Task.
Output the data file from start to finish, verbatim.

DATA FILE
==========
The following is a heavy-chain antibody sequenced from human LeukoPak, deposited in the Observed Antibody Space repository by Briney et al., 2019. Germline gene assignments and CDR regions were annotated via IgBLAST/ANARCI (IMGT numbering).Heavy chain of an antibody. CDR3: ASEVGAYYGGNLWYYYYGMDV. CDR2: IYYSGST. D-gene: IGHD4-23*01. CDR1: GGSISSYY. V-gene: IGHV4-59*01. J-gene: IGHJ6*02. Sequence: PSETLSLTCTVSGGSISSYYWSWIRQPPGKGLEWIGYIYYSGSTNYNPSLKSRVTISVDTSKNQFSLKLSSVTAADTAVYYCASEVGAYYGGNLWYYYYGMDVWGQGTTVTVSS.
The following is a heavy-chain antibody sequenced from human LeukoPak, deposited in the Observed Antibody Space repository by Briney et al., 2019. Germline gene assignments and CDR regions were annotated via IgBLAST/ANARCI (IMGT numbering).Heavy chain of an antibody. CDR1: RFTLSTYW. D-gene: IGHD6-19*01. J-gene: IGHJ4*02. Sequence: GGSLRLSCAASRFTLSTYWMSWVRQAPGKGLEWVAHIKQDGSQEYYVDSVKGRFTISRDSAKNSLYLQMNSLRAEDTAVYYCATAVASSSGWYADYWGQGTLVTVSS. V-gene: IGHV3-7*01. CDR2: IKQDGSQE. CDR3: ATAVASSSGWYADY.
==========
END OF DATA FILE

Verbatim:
The following is a heavy-chain antibody sequenced from human LeukoPak, deposited in the Observed Antibody Space repository by Briney et al., 2019. Germline gene assignments and CDR regions were annotated via IgBLAST/ANARCI (IMGT numbering).Heavy chain of an antibody. CDR3: ASEVGAYYGGNLWYYYYGMDV. CDR2: IYYSGST. D-gene: IGHD4-23*01. CDR1: GGSISSYY. V-gene: IGHV4-59*01. J-gene: IGHJ6*02. Sequence: PSETLSLTCTVSGGSISSYYWSWIRQPPGKGLEWIGYIYYSGSTNYNPSLKSRVTISVDTSKNQFSLKLSSVTAADTAVYYCASEVGAYYGGNLWYYYYGMDVWGQGTTVTVSS.
The following is a heavy-chain antibody sequenced from human LeukoPak, deposited in the Observed Antibody Space repository by Briney et al., 2019. Germline gene assignments and CDR regions were annotated via IgBLAST/ANARCI (IMGT numbering).Heavy chain of an antibody. CDR1: RFTLSTYW. D-gene: IGHD6-19*01. J-gene: IGHJ4*02. Sequence: GGSLRLSCAASRFTLSTYWMSWVRQAPGKGLEWVAHIKQDGSQEYYVDSVKGRFTISRDSAKNSLYLQMNSLRAEDTAVYYCATAVASSSGWYADYWGQGTLVTVSS. V-gene: IGHV3-7*01. CDR2: IKQDGSQE. CDR3: ATAVASSSGWYADY.